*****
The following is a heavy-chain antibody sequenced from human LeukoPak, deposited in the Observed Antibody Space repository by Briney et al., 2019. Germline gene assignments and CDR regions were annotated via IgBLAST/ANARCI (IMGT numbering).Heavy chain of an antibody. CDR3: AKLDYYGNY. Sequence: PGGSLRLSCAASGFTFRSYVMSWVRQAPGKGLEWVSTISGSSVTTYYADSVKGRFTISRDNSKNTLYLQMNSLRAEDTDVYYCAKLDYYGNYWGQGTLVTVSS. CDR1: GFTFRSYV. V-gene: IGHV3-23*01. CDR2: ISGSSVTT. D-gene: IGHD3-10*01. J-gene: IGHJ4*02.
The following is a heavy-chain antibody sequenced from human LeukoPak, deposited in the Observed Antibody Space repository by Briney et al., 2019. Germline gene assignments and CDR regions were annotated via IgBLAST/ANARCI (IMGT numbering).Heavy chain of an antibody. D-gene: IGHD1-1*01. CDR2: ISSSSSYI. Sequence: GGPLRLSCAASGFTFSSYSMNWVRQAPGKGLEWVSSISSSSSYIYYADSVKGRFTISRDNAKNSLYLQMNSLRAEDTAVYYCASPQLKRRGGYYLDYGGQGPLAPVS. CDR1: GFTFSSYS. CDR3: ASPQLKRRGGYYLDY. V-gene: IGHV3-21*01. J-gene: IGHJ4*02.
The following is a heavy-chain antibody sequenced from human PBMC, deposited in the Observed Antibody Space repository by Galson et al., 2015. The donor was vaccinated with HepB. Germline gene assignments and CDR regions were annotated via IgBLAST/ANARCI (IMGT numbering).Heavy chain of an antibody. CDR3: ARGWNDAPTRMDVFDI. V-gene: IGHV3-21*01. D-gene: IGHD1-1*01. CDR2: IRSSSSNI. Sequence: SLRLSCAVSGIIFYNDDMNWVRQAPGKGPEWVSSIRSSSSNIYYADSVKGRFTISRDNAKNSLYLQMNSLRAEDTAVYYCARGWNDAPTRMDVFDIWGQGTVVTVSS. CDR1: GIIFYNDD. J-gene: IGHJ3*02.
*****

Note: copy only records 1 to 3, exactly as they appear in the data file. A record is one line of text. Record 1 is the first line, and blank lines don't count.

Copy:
The following is a heavy-chain antibody sequenced from human LeukoPak, deposited in the Observed Antibody Space repository by Briney et al., 2019. Germline gene assignments and CDR regions were annotated via IgBLAST/ANARCI (IMGT numbering).Heavy chain of an antibody. CDR3: AKLDYYGNY. Sequence: PGGSLRLSCAASGFTFRSYVMSWVRQAPGKGLEWVSTISGSSVTTYYADSVKGRFTISRDNSKNTLYLQMNSLRAEDTDVYYCAKLDYYGNYWGQGTLVTVSS. CDR1: GFTFRSYV. V-gene: IGHV3-23*01. CDR2: ISGSSVTT. D-gene: IGHD3-10*01. J-gene: IGHJ4*02.
The following is a heavy-chain antibody sequenced from human LeukoPak, deposited in the Observed Antibody Space repository by Briney et al., 2019. Germline gene assignments and CDR regions were annotated via IgBLAST/ANARCI (IMGT numbering).Heavy chain of an antibody. D-gene: IGHD1-1*01. CDR2: ISSSSSYI. Sequence: GGPLRLSCAASGFTFSSYSMNWVRQAPGKGLEWVSSISSSSSYIYYADSVKGRFTISRDNAKNSLYLQMNSLRAEDTAVYYCASPQLKRRGGYYLDYGGQGPLAPVS. CDR1: GFTFSSYS. CDR3: ASPQLKRRGGYYLDY. V-gene: IGHV3-21*01. J-gene: IGHJ4*02.
The following is a heavy-chain antibody sequenced from human PBMC, deposited in the Observed Antibody Space repository by Galson et al., 2015. The donor was vaccinated with HepB. Germline gene assignments and CDR regions were annotated via IgBLAST/ANARCI (IMGT numbering).Heavy chain of an antibody. CDR3: ARGWNDAPTRMDVFDI. V-gene: IGHV3-21*01. D-gene: IGHD1-1*01. CDR2: IRSSSSNI. Sequence: SLRLSCAVSGIIFYNDDMNWVRQAPGKGPEWVSSIRSSSSNIYYADSVKGRFTISRDNAKNSLYLQMNSLRAEDTAVYYCARGWNDAPTRMDVFDIWGQGTVVTVSS. CDR1: GIIFYNDD. J-gene: IGHJ3*02.